A will is defined in Black’s Law dictionary as the legal expression of an individual’s wishes about the disposition of his or her property after death; especially a document by which a person directs his or her estate to be distributed upon death.
A codicil is defined in the same dictionary to mean a supplementary or addition to a will not necessarily disposing of the entire estate but modifying, explaining or otherwise qualifying the will in some way.
A sane adult (male or female) above the age of 18 years can make a will. The person who makes a will is called a Testator and is entitled to dispose of his/her property based on preference. A will must be voluntarily made without any external influence.
A will becomes operative at the demise of the testator. While a Testator is still alive, s/he is entitled to amend the will using a codicil (a document used to amend a will). It serves as an addendum to a will. They state additional instructions not contained in the will. It may be used to distribute assets to which the testator got entitled after executing his/her will, revoke gifts given in the will, appoint new executors to replace previously appointed executors who may be unable to act, or such other supplemental issues that may arise after the execution of the Will.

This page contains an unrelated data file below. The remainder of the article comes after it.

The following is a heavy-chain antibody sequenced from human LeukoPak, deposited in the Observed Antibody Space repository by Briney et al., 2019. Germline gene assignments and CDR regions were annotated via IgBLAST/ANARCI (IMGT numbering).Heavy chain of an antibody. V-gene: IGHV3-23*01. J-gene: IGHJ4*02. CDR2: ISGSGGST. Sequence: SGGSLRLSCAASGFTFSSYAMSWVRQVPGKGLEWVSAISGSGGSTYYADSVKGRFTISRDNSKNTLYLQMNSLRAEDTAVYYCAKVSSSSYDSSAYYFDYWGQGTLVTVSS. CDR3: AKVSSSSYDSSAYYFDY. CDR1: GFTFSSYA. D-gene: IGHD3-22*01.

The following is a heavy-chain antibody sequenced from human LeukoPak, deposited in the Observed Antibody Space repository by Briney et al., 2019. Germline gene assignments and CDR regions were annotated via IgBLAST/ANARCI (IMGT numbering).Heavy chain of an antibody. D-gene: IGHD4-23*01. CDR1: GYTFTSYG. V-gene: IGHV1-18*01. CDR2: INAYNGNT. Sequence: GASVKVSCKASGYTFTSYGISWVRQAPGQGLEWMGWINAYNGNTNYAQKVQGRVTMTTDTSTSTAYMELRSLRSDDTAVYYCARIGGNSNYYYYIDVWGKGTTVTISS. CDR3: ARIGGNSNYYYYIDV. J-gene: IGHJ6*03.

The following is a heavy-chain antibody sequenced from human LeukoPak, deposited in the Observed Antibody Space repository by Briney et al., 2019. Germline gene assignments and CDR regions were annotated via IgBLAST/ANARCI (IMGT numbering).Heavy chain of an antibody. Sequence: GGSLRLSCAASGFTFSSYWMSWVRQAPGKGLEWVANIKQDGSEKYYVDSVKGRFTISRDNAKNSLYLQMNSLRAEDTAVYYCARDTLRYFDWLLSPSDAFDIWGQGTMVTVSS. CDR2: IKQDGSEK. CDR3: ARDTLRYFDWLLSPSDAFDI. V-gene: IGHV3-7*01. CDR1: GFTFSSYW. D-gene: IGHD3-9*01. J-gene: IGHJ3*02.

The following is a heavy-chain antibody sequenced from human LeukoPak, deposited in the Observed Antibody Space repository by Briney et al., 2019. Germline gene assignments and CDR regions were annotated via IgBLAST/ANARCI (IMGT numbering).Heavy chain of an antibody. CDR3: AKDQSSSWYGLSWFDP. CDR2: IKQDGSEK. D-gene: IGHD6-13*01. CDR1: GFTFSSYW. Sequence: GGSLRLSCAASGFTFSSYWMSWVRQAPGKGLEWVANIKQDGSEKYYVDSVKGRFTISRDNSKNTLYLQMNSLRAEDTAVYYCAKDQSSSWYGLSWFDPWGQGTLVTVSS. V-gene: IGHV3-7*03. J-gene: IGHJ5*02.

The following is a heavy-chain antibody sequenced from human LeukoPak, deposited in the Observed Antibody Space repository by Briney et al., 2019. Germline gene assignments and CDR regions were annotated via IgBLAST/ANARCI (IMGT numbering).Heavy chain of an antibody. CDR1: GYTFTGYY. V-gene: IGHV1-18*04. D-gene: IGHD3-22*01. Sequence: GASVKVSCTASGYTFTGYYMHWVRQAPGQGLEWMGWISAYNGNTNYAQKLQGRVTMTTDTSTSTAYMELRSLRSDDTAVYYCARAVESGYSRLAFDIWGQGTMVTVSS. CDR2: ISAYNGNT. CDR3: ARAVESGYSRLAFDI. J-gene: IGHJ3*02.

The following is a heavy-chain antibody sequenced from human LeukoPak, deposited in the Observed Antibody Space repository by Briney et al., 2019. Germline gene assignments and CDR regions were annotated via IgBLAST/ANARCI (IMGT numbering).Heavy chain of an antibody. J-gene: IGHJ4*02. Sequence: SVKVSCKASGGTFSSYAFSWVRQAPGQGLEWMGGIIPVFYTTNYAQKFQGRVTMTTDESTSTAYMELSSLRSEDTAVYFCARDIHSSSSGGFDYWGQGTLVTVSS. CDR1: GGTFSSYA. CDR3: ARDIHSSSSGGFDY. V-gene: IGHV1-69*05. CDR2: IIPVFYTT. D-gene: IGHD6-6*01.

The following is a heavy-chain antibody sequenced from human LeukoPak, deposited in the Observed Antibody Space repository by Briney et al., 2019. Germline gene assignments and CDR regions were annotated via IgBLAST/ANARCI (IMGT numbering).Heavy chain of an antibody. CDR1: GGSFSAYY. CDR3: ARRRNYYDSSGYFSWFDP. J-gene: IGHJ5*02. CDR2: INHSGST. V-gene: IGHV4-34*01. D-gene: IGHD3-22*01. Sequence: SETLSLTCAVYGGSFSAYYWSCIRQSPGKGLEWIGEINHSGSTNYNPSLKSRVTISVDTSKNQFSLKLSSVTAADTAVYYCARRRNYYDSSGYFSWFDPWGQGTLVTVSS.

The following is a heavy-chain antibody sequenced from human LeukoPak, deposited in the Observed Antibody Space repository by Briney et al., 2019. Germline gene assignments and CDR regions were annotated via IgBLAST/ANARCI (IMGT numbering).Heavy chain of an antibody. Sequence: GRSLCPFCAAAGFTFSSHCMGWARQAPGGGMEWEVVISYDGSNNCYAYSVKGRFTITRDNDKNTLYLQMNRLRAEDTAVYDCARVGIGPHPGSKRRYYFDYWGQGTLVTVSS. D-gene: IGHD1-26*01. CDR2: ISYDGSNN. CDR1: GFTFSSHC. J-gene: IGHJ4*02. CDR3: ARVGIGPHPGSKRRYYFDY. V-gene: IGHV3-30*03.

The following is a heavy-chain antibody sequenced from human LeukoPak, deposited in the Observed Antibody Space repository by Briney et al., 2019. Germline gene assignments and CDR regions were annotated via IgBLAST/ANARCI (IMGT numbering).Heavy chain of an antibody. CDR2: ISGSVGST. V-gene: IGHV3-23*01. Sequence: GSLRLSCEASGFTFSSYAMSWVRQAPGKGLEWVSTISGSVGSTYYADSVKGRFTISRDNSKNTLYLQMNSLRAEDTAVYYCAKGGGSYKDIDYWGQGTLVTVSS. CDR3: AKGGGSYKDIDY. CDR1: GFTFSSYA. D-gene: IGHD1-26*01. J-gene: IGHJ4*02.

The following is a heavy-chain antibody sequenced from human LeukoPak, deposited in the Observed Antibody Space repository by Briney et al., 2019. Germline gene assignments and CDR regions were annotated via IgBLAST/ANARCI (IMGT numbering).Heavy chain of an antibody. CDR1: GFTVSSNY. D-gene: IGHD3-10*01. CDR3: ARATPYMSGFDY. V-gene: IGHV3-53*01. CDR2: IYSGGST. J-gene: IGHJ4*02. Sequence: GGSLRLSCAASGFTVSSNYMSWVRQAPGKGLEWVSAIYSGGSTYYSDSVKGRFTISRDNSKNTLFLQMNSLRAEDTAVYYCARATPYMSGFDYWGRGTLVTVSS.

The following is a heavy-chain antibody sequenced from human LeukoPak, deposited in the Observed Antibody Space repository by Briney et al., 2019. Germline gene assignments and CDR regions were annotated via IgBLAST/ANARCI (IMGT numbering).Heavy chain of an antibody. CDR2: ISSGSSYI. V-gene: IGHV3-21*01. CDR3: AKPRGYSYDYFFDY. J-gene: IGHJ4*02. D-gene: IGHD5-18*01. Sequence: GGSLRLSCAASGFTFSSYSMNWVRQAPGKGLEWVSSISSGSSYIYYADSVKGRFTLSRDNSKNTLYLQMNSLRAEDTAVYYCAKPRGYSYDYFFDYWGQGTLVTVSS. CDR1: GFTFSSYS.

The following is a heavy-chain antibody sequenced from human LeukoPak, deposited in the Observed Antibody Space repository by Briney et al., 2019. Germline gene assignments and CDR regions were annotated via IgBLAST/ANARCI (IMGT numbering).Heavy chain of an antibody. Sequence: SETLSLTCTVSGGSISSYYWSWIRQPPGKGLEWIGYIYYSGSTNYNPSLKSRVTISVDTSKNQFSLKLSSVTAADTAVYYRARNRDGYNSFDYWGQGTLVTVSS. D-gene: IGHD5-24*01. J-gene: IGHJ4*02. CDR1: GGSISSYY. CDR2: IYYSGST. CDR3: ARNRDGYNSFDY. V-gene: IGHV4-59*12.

Will and codicil helps a testator to distribute his or her estate (everything you own; your property and liability) as desired. It also spares the family and dependants of the testator the stress and cost of processing Letter of Administration which is required for intestate succession.
“A good person leaves an inheritance for their children’s children, but a sinner’s wealth is stored up for the righteous”.
Proverbs 13:22 (NIV)